(Dan Choi, in uniform, before trial on March 28. Photo by Rick Rosendall)
On Thursday, March 28 in federal court, U.S. Magistrate Judge John M. Facciola found Lt. Dan Choi guilty of failing to obey the order of a law enforcement agent in his protest at the White House fence three years ago, and ordered him to pay a fine of $100 (rather than the maximum penalty of $5,000 and five years in jail). Metro Weekly reports:
In court on Thursday, Choi represented himself, cross-examining witnesses and making a series of disjointed points in order to defend himself against the charge. But Choi seemed scattered throughout the exercise, at one point breaking down into tears as he showed the courtroom a video clip of "The Rachel Maddow Show," the show on which he initially came out by publicly stating he was gay.
Following his tears, Choi got up and loudly told Facciola that he was ready for closing arguments. Facciola called a recess and ordered the parties to come back for closing arguments later that afternoon. Choi then had what several friends and observers characterized as a "breakdown," during which deputies from the U.S. Marshals Service forced the audience to exit the courtroom.
According to Choi's fellow activist Staff Sgt. Miriam Ben-Shalom, who peered through the glass on the courtroom doors, Choi was on the floor of the courtroom during the episode. At one point, Choi was heard sobbing, "I don't want to do this any more!" before several marshals exited the courtroom, carrying Choi, by his arms, with his legs in the air as Choi cursed at them, even telling one of the deputies, "Fuck you, you're a coward."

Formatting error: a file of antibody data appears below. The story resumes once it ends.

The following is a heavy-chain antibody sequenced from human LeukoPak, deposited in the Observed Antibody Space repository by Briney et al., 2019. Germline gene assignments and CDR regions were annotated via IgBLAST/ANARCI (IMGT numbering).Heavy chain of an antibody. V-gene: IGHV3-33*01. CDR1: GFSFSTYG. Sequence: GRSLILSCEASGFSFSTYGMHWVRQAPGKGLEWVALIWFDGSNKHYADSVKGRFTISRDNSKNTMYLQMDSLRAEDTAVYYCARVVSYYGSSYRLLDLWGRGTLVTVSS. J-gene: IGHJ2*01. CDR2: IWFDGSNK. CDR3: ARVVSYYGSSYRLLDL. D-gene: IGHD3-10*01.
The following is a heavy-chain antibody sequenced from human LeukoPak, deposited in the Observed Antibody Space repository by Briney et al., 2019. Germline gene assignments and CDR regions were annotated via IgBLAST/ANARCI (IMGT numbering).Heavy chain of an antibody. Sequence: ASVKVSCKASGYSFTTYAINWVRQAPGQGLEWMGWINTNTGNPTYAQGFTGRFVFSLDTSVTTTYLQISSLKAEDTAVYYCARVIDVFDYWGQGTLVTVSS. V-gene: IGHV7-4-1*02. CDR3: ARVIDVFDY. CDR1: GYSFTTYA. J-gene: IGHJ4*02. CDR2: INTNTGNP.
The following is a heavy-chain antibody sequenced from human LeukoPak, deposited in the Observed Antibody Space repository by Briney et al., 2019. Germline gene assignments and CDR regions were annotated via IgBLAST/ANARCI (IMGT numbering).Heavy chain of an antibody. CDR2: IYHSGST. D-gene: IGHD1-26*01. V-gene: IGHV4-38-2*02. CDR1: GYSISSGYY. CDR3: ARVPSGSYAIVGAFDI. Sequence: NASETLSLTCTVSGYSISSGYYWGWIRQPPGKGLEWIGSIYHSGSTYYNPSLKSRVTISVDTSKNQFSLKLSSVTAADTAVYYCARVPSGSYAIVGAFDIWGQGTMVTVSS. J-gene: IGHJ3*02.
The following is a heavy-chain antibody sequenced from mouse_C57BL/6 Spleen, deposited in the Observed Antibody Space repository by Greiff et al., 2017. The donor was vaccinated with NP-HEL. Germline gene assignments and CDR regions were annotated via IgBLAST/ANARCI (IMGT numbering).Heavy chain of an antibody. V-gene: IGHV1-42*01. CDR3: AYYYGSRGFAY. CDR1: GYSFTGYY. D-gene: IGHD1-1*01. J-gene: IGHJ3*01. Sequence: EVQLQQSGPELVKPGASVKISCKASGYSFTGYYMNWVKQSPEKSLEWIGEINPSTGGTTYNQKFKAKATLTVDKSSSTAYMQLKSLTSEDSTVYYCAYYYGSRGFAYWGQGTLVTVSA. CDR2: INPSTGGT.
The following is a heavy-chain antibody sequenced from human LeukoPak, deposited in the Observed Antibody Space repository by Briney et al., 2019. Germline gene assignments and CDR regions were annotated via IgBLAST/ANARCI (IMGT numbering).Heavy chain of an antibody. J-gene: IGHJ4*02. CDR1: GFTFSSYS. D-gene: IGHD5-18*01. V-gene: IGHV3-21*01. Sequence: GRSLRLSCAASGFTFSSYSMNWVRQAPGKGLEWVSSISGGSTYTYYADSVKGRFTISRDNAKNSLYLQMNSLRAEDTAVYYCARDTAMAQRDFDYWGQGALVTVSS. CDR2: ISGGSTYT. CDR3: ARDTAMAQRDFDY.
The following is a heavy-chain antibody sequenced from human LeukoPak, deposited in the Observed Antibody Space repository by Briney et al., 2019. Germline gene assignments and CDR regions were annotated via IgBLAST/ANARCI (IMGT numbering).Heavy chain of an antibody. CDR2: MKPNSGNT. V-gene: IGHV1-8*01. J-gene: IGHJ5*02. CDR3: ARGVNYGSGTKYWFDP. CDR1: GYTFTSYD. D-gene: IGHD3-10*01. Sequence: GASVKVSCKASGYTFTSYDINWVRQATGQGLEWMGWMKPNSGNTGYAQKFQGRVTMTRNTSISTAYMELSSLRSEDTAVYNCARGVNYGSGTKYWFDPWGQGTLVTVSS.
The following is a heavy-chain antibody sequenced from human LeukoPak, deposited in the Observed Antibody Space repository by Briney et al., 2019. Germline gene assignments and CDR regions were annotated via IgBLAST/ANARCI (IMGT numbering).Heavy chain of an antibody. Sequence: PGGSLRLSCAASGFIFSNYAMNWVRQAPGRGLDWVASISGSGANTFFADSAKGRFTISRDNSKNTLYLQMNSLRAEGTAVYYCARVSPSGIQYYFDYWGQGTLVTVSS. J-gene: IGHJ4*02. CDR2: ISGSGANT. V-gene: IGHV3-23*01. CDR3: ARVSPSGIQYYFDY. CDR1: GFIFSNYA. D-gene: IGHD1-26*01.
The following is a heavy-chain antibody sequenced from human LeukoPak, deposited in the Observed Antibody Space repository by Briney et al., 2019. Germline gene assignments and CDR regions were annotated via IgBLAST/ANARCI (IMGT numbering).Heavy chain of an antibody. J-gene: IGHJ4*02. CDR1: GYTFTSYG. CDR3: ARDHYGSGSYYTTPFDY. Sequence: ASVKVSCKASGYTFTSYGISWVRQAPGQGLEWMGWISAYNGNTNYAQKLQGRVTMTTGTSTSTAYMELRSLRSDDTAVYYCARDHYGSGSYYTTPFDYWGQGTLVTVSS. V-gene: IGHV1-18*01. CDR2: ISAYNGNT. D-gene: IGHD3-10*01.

"I think he's tired, he's been under pressure for so long," Ben-Shalom said of Choi's mental state.
After the sentencing, Dan said he refused to pay the fine. Judge Facciola said he had a right to appeal. And so the drama goes on.
What is the point of continuing this fight? One of the traditions of civil disobedience is embracing the punishment (like Dr. King in Birmingham jail). Dan is a wounded warrior who should be urged to pay the nominal fine and focus on healing--not be egged on like a man on a ledge being encouraged to jump. Our compassion should trump our need for a martyr.
Dan has PTSD. He has talked of suicide. His main publicity photo is of him in a crucifixion pose handcuffed to the White House fence. He is mentally ill. He needs and deserves healing, not enabling by people seeking not equality but an excuse to perpetuate their outrage. His breakdown in court on Thursday should be the last straw that prompts people to pull back and reconnect with reality. Dan played a part in the fight to end the gay military ban, but there were countless people who labored and held on in the struggle for years who deserve respect as well--not dismissed with contempt in service of the myth that Dan's media appearances were the key factor. The judge on Thursday showed great restraint, which was appropriate with a returned servicemember bearing the mental scars of his service. But at long last, enough. It is time, out of simple decency, to turn away from the public spectacle of a man's self-destruction.
Bob Summersgill commented on Facebook, "A $100 fine for civil disobedience is a win. Everyone else declared victory with the repeal of DADT, so now should Dan." Amen.